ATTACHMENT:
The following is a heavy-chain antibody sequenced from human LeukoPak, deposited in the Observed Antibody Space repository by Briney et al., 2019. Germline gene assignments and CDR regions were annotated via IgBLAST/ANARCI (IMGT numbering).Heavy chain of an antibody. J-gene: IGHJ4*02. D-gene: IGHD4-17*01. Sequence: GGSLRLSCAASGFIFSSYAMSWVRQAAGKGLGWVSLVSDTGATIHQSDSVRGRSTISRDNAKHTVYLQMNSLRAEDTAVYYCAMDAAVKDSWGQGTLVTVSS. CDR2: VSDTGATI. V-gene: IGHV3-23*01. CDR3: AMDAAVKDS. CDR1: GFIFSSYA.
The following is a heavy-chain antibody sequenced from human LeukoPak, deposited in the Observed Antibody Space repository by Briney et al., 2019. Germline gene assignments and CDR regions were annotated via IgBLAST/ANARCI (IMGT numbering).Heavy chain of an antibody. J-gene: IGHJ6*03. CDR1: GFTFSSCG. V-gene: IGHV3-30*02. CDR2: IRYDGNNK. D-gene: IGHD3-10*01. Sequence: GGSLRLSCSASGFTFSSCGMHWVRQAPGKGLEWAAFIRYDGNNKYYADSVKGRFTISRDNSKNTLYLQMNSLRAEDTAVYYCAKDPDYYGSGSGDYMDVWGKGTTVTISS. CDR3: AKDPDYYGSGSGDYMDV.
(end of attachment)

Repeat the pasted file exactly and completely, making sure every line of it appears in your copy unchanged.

The following is a heavy-chain antibody sequenced from human LeukoPak, deposited in the Observed Antibody Space repository by Briney et al., 2019. Germline gene assignments and CDR regions were annotated via IgBLAST/ANARCI (IMGT numbering).Heavy chain of an antibody. J-gene: IGHJ4*02. D-gene: IGHD4-17*01. Sequence: GGSLRLSCAASGFIFSSYAMSWVRQAAGKGLGWVSLVSDTGATIHQSDSVRGRSTISRDNAKHTVYLQMNSLRAEDTAVYYCAMDAAVKDSWGQGTLVTVSS. CDR2: VSDTGATI. V-gene: IGHV3-23*01. CDR3: AMDAAVKDS. CDR1: GFIFSSYA.
The following is a heavy-chain antibody sequenced from human LeukoPak, deposited in the Observed Antibody Space repository by Briney et al., 2019. Germline gene assignments and CDR regions were annotated via IgBLAST/ANARCI (IMGT numbering).Heavy chain of an antibody. J-gene: IGHJ6*03. CDR1: GFTFSSCG. V-gene: IGHV3-30*02. CDR2: IRYDGNNK. D-gene: IGHD3-10*01. Sequence: GGSLRLSCSASGFTFSSCGMHWVRQAPGKGLEWAAFIRYDGNNKYYADSVKGRFTISRDNSKNTLYLQMNSLRAEDTAVYYCAKDPDYYGSGSGDYMDVWGKGTTVTISS. CDR3: AKDPDYYGSGSGDYMDV.